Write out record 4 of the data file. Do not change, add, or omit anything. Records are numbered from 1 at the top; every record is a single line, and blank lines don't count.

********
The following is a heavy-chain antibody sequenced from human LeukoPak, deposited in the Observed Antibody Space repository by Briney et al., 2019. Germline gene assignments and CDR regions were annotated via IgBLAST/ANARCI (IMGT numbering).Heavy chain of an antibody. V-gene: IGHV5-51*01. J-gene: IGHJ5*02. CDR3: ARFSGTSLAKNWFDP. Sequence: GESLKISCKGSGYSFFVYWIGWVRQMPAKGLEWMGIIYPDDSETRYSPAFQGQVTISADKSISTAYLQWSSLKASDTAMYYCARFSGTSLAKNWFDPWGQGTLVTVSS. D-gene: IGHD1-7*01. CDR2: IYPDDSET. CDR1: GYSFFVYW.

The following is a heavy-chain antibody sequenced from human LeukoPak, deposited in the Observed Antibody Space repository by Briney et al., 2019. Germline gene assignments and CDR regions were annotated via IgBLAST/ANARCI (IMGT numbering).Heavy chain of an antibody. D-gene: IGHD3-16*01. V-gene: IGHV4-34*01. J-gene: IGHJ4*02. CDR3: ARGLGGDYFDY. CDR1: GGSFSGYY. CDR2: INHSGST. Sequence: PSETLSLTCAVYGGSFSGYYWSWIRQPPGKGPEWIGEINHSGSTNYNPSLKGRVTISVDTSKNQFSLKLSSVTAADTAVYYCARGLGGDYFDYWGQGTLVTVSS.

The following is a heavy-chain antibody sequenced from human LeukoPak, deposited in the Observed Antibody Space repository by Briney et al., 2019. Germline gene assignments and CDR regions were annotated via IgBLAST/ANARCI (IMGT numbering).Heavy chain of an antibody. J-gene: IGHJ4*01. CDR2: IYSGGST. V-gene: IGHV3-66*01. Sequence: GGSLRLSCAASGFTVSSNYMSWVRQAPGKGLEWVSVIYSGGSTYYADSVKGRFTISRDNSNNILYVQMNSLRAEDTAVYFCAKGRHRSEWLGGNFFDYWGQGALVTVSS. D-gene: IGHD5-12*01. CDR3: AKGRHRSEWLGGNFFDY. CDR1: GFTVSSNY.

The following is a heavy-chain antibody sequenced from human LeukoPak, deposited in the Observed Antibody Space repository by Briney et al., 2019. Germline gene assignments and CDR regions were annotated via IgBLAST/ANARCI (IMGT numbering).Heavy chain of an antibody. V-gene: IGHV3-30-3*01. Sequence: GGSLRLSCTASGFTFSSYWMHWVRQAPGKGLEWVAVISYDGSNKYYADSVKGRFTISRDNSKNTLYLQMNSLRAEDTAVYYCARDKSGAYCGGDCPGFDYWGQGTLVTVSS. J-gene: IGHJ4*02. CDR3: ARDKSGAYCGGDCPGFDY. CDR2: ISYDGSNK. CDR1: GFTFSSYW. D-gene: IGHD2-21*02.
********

The following is a heavy-chain antibody sequenced from human LeukoPak, deposited in the Observed Antibody Space repository by Briney et al., 2019. Germline gene assignments and CDR regions were annotated via IgBLAST/ANARCI (IMGT numbering).Heavy chain of an antibody. V-gene: IGHV3-30-3*01. Sequence: GGSLRLSCTASGFTFSSYWMHWVRQAPGKGLEWVAVISYDGSNKYYADSVKGRFTISRDNSKNTLYLQMNSLRAEDTAVYYCARDKSGAYCGGDCPGFDYWGQGTLVTVSS. J-gene: IGHJ4*02. CDR3: ARDKSGAYCGGDCPGFDY. CDR2: ISYDGSNK. CDR1: GFTFSSYW. D-gene: IGHD2-21*02.